August 2006. Two young men with shaved heads attack a frail student by the name of Hedviga Žáková, then Malinová, in a park on her way to Constantine the Philosopher University in Nitra. She is being attacked because she speaks Hungarian. Hedviga hears anti-Hungarian slurs while the men hit her in the head.
On her blouse, these men write "Hungarians beyond the Danube! Slovakia without parasites!" Meanwhile, they demand she takes off her tights, earrings, and jacket, and hand over her wallet.
This is how Žáková described the attack in her testimony.
"One of them then hit me in my face with his open palm on my left cheek," claimed Žáková in her testimony, which is published online. "I do not remember what happened next, I just fell down on the ground and felt a kick in my stomach. Nothing else."
She does not recall further details as she became unconscious twice during the attack.
Police closed the case within a few weeks, saying no crime had been committed. The then interior minister Robert Kaliňák and PM Robert Fico held a press conference, during which they labelled Žáková a liar.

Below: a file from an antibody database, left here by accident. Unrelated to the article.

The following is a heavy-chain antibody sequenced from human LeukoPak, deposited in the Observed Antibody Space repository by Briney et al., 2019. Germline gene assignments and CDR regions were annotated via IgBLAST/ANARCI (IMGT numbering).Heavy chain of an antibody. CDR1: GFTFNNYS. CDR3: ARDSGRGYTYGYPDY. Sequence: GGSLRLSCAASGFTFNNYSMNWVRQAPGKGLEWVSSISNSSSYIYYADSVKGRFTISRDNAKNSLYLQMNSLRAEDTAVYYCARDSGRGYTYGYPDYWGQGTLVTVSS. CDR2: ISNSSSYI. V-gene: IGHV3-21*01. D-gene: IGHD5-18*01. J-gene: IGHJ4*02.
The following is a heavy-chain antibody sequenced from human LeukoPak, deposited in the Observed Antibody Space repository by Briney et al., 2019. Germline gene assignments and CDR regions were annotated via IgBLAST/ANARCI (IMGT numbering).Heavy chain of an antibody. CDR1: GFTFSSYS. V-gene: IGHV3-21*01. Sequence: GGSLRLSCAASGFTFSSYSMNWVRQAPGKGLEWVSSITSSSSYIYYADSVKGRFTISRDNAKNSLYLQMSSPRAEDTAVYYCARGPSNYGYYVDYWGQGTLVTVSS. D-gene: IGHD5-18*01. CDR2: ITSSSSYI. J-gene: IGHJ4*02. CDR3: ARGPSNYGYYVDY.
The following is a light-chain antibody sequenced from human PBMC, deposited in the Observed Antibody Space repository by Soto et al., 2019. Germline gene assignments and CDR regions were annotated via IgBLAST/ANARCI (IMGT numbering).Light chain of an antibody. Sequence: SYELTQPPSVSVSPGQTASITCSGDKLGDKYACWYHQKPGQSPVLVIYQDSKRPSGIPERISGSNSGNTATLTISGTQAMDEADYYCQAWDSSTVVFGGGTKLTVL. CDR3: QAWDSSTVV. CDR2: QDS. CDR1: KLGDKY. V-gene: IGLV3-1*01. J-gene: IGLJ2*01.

Nearly a year later, in May of 2007, police charged the student with perjury and making false claims. Law enforcement authorities in Slovakia were unable to resolve this charge in the nine years that followed.
International media and human rights organisations took notice of the student's case, criticising Slovak investigators for protracting the case and their insensitive approach to the victim.
Meanwhile, the young woman got married to her Slovak boyfriend, Peter Žák. She moved to Hungary and received Hungarian citizenship. Her case was hence relegated to the Hungarian prosecutor's office in December of 2016. This October, the prosecutor's office in Hungary concluded that the evidence is contradictory.
"Based on the evidence available, it is impossible to say, without a doubt, that Hedviga Malinová Žáková was not attacked in Nitra on August 25, 2006." reads the decision by the Hungarian prosecutor's office. "Thus, it cannot be said, without a doubt, she was giving false testimony."
The Új Szó Hungarian language daily, published in Slovakia, reported it on November 21, 2018.
"It would be better had we managed to close the case when it happened," said Justice Minister Gábor Gál of the junior coalition party Most-Híd, adding the case has harmed society and, in particular, her.
Gál was Žáková's attorney at the beginning of the case.
"What is the value of justice if we only get it after so many years?" he added.
Žáková refuses to comment on the decision of the Hungarian prosecutor's office.
26. Nov 2018 at 11:38 | Roman Cuprik